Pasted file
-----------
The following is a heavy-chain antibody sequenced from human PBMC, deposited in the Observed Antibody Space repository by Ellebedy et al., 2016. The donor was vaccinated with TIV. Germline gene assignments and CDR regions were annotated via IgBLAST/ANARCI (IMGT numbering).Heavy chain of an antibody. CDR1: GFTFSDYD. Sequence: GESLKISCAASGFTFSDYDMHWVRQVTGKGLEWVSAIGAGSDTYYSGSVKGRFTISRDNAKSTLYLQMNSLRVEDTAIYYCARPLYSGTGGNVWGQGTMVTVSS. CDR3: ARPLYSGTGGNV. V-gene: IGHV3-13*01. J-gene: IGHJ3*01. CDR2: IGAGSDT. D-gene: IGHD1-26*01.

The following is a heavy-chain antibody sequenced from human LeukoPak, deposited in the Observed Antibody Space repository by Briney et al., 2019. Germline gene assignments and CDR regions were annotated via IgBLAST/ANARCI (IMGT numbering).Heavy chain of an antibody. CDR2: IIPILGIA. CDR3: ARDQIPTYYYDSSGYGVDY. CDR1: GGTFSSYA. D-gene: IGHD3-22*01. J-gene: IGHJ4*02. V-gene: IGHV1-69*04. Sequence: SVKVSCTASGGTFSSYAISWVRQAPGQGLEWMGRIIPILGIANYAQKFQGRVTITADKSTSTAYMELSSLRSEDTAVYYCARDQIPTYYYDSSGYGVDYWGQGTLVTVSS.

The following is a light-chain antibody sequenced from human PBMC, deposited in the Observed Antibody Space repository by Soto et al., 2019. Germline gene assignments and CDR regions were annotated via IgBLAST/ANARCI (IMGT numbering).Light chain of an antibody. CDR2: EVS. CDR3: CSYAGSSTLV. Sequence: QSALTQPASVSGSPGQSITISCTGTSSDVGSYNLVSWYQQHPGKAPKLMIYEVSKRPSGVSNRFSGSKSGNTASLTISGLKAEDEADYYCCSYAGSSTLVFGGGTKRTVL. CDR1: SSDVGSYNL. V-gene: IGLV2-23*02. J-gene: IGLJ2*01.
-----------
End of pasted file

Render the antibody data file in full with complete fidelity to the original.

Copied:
The following is a heavy-chain antibody sequenced from human PBMC, deposited in the Observed Antibody Space repository by Ellebedy et al., 2016. The donor was vaccinated with TIV. Germline gene assignments and CDR regions were annotated via IgBLAST/ANARCI (IMGT numbering).Heavy chain of an antibody. CDR1: GFTFSDYD. Sequence: GESLKISCAASGFTFSDYDMHWVRQVTGKGLEWVSAIGAGSDTYYSGSVKGRFTISRDNAKSTLYLQMNSLRVEDTAIYYCARPLYSGTGGNVWGQGTMVTVSS. CDR3: ARPLYSGTGGNV. V-gene: IGHV3-13*01. J-gene: IGHJ3*01. CDR2: IGAGSDT. D-gene: IGHD1-26*01.

The following is a heavy-chain antibody sequenced from human LeukoPak, deposited in the Observed Antibody Space repository by Briney et al., 2019. Germline gene assignments and CDR regions were annotated via IgBLAST/ANARCI (IMGT numbering).Heavy chain of an antibody. CDR2: IIPILGIA. CDR3: ARDQIPTYYYDSSGYGVDY. CDR1: GGTFSSYA. D-gene: IGHD3-22*01. J-gene: IGHJ4*02. V-gene: IGHV1-69*04. Sequence: SVKVSCTASGGTFSSYAISWVRQAPGQGLEWMGRIIPILGIANYAQKFQGRVTITADKSTSTAYMELSSLRSEDTAVYYCARDQIPTYYYDSSGYGVDYWGQGTLVTVSS.

The following is a light-chain antibody sequenced from human PBMC, deposited in the Observed Antibody Space repository by Soto et al., 2019. Germline gene assignments and CDR regions were annotated via IgBLAST/ANARCI (IMGT numbering).Light chain of an antibody. CDR2: EVS. CDR3: CSYAGSSTLV. Sequence: QSALTQPASVSGSPGQSITISCTGTSSDVGSYNLVSWYQQHPGKAPKLMIYEVSKRPSGVSNRFSGSKSGNTASLTISGLKAEDEADYYCCSYAGSSTLVFGGGTKRTVL. CDR1: SSDVGSYNL. V-gene: IGLV2-23*02. J-gene: IGLJ2*01.